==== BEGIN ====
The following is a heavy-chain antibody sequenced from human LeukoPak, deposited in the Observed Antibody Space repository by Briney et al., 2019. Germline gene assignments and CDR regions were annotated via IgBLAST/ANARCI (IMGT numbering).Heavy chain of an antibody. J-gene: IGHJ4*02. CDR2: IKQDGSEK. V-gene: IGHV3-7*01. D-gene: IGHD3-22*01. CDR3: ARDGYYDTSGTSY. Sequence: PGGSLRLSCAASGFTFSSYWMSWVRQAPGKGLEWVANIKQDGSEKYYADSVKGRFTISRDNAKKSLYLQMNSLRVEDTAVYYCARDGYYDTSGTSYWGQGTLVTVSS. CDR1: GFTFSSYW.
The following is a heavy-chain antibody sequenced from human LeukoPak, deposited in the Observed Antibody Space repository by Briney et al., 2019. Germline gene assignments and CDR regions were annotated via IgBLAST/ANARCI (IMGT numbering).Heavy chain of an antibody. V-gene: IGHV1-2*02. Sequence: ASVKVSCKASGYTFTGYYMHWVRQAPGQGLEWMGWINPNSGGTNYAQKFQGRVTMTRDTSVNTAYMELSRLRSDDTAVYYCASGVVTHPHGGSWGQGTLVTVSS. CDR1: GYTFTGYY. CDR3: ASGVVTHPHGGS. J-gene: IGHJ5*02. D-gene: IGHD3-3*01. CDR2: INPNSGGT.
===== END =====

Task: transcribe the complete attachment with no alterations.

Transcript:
The following is a heavy-chain antibody sequenced from human LeukoPak, deposited in the Observed Antibody Space repository by Briney et al., 2019. Germline gene assignments and CDR regions were annotated via IgBLAST/ANARCI (IMGT numbering).Heavy chain of an antibody. J-gene: IGHJ4*02. CDR2: IKQDGSEK. V-gene: IGHV3-7*01. D-gene: IGHD3-22*01. CDR3: ARDGYYDTSGTSY. Sequence: PGGSLRLSCAASGFTFSSYWMSWVRQAPGKGLEWVANIKQDGSEKYYADSVKGRFTISRDNAKKSLYLQMNSLRVEDTAVYYCARDGYYDTSGTSYWGQGTLVTVSS. CDR1: GFTFSSYW.
The following is a heavy-chain antibody sequenced from human LeukoPak, deposited in the Observed Antibody Space repository by Briney et al., 2019. Germline gene assignments and CDR regions were annotated via IgBLAST/ANARCI (IMGT numbering).Heavy chain of an antibody. V-gene: IGHV1-2*02. Sequence: ASVKVSCKASGYTFTGYYMHWVRQAPGQGLEWMGWINPNSGGTNYAQKFQGRVTMTRDTSVNTAYMELSRLRSDDTAVYYCASGVVTHPHGGSWGQGTLVTVSS. CDR1: GYTFTGYY. CDR3: ASGVVTHPHGGS. J-gene: IGHJ5*02. D-gene: IGHD3-3*01. CDR2: INPNSGGT.